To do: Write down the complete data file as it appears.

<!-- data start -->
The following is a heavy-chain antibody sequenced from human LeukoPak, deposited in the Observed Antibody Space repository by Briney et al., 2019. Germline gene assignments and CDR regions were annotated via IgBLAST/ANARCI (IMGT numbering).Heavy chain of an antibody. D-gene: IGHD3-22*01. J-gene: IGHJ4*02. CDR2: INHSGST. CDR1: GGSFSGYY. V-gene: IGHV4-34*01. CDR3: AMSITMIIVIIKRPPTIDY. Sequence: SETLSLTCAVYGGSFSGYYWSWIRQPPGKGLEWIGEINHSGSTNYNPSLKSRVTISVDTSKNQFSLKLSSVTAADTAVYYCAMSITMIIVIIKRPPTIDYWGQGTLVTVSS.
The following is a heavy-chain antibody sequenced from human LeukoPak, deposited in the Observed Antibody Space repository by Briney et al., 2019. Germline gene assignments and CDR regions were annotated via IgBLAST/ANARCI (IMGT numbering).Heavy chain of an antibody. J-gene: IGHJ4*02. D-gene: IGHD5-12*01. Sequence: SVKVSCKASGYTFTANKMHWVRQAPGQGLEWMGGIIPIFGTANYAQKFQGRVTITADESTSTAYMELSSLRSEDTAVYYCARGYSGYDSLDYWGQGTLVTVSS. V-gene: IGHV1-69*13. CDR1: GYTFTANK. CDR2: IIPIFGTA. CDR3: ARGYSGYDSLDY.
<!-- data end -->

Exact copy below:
The following is a heavy-chain antibody sequenced from human LeukoPak, deposited in the Observed Antibody Space repository by Briney et al., 2019. Germline gene assignments and CDR regions were annotated via IgBLAST/ANARCI (IMGT numbering).Heavy chain of an antibody. D-gene: IGHD3-22*01. J-gene: IGHJ4*02. CDR2: INHSGST. CDR1: GGSFSGYY. V-gene: IGHV4-34*01. CDR3: AMSITMIIVIIKRPPTIDY. Sequence: SETLSLTCAVYGGSFSGYYWSWIRQPPGKGLEWIGEINHSGSTNYNPSLKSRVTISVDTSKNQFSLKLSSVTAADTAVYYCAMSITMIIVIIKRPPTIDYWGQGTLVTVSS.
The following is a heavy-chain antibody sequenced from human LeukoPak, deposited in the Observed Antibody Space repository by Briney et al., 2019. Germline gene assignments and CDR regions were annotated via IgBLAST/ANARCI (IMGT numbering).Heavy chain of an antibody. J-gene: IGHJ4*02. D-gene: IGHD5-12*01. Sequence: SVKVSCKASGYTFTANKMHWVRQAPGQGLEWMGGIIPIFGTANYAQKFQGRVTITADESTSTAYMELSSLRSEDTAVYYCARGYSGYDSLDYWGQGTLVTVSS. V-gene: IGHV1-69*13. CDR1: GYTFTANK. CDR2: IIPIFGTA. CDR3: ARGYSGYDSLDY.